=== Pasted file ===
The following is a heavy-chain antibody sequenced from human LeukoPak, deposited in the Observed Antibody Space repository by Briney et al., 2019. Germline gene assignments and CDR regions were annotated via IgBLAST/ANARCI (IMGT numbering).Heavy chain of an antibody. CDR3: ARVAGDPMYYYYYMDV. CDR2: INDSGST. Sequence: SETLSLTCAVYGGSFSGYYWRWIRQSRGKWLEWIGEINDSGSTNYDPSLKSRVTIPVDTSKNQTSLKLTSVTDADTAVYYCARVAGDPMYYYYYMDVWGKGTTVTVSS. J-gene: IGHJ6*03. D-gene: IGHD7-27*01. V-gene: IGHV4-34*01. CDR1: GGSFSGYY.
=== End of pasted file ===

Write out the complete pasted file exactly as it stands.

The following is a heavy-chain antibody sequenced from human LeukoPak, deposited in the Observed Antibody Space repository by Briney et al., 2019. Germline gene assignments and CDR regions were annotated via IgBLAST/ANARCI (IMGT numbering).Heavy chain of an antibody. CDR3: ARVAGDPMYYYYYMDV. CDR2: INDSGST. Sequence: SETLSLTCAVYGGSFSGYYWRWIRQSRGKWLEWIGEINDSGSTNYDPSLKSRVTIPVDTSKNQTSLKLTSVTDADTAVYYCARVAGDPMYYYYYMDVWGKGTTVTVSS. J-gene: IGHJ6*03. D-gene: IGHD7-27*01. V-gene: IGHV4-34*01. CDR1: GGSFSGYY.